Georgian archaeologists have found a tooth that belonged to a prehistoric human species 1.8 million years ago.
That’s an old tooth
That was a very long time ago, so it really doesn’t need to be stated twice. This makes the discovery all the more exciting.
The discovery demonstrates that Georgia undoubtedly contained one of the earliest prehistoric human settlements in Europe, possibly even outside of Africa.
The teeth were discovered in a town named Orozmani, around 100 kilometres from the capital city of Tbilisi.
Human skulls from the same time period were also found in the late 1990s and early 2000s.
It would seem that the area is home to a number of exciting and historic items.
The scientific community’s understanding of early human migration patterns and evolution was altered when those skulls were found in a region known as Dmanisi.
The discovery of this tooth at the new location, which is roughly 20 kilometres away, provides additional evidence that the southern Caucasus mountains of Georgia were one of the first stopping locations for early human migration out of Africa.
The National Research Centre of Archaeology and Prehistory of Georgia announced the historic discovery by saying: “The oldest concentration of ancient humans — or early Homo — outside of Africa is located in Orozmani and Dmanisi.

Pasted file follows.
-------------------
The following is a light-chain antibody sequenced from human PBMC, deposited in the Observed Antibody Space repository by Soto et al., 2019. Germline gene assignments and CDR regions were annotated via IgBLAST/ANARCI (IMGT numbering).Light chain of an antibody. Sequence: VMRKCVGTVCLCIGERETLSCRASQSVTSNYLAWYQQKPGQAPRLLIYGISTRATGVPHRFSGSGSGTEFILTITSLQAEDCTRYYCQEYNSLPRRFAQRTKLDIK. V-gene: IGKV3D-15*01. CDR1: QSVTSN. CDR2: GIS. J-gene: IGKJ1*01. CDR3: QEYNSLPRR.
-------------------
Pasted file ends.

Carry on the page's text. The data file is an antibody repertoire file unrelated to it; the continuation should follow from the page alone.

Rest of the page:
The tooth appears to belong to a “relative” of Zezva and Mzia, names given to the skulls discovered a number of years ago, according to scientist Giorgi Bidzinashvili, who led the excavation crew.
British archaeology student Jack Peart revealed that he was the one who actually removed the tooth from the ground “The ramifications are huge, not only for this location but also for Georgia and the history of how people migrated out of Africa 1.8 million years ago.
“It firmly establishes Georgia as a truly crucial location for paleoanthropology and the history of humanity in general.”
However, the world’s oldest early human fossils are significantly older than this.
An incomplete jawbone from about 2.8 million years old was found in Ethiopia.
I find it difficult to imagine, too.
the notion of early humans walking about three million years ago.
Most scientists concur that about 2.1 million years ago, early humans, specifically a species known as Homo Erectus, began to travel out of Africa.
Although China has produced tools that date back that far, the Georgian remnants are the earliest ever discovered outside of Africa.